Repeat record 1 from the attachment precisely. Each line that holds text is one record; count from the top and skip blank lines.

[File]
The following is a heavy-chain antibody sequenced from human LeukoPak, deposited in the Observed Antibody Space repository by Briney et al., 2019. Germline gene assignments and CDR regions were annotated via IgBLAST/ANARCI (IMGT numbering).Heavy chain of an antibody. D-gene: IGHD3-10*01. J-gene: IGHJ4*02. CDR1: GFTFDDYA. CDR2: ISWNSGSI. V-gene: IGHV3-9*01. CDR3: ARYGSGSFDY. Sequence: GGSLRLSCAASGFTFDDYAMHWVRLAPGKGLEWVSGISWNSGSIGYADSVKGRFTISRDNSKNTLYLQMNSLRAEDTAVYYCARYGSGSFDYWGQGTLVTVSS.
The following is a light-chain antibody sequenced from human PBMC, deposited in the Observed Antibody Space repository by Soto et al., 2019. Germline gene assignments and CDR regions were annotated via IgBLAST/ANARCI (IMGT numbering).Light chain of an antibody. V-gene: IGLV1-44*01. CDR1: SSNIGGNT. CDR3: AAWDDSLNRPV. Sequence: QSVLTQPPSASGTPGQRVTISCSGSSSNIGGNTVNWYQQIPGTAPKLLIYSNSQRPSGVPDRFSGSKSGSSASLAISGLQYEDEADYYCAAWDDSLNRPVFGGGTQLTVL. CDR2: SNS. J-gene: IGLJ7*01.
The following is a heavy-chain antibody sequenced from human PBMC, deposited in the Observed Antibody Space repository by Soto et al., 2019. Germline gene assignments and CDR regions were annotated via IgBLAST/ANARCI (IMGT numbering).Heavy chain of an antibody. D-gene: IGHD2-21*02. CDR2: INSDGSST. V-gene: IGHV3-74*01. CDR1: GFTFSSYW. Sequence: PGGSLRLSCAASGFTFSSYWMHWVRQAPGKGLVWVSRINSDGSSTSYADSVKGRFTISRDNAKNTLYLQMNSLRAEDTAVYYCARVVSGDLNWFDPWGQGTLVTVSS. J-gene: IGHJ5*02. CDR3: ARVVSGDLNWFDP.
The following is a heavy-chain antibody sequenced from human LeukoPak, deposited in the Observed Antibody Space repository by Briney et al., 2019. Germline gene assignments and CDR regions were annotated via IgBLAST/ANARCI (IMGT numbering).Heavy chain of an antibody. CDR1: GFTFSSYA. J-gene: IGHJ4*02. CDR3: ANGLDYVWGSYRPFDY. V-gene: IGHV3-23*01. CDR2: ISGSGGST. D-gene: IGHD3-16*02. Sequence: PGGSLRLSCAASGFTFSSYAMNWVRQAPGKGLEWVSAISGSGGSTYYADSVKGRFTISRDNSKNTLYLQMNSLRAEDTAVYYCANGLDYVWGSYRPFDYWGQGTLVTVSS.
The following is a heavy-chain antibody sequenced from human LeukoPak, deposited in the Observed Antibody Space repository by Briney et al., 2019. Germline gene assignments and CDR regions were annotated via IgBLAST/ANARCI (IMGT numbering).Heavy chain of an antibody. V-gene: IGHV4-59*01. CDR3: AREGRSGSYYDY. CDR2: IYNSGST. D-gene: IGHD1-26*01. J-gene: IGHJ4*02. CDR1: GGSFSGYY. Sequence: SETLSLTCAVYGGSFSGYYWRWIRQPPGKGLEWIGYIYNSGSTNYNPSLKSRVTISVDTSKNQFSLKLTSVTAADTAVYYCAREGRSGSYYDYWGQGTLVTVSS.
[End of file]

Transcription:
The following is a heavy-chain antibody sequenced from human LeukoPak, deposited in the Observed Antibody Space repository by Briney et al., 2019. Germline gene assignments and CDR regions were annotated via IgBLAST/ANARCI (IMGT numbering).Heavy chain of an antibody. D-gene: IGHD3-10*01. J-gene: IGHJ4*02. CDR1: GFTFDDYA. CDR2: ISWNSGSI. V-gene: IGHV3-9*01. CDR3: ARYGSGSFDY. Sequence: GGSLRLSCAASGFTFDDYAMHWVRLAPGKGLEWVSGISWNSGSIGYADSVKGRFTISRDNSKNTLYLQMNSLRAEDTAVYYCARYGSGSFDYWGQGTLVTVSS.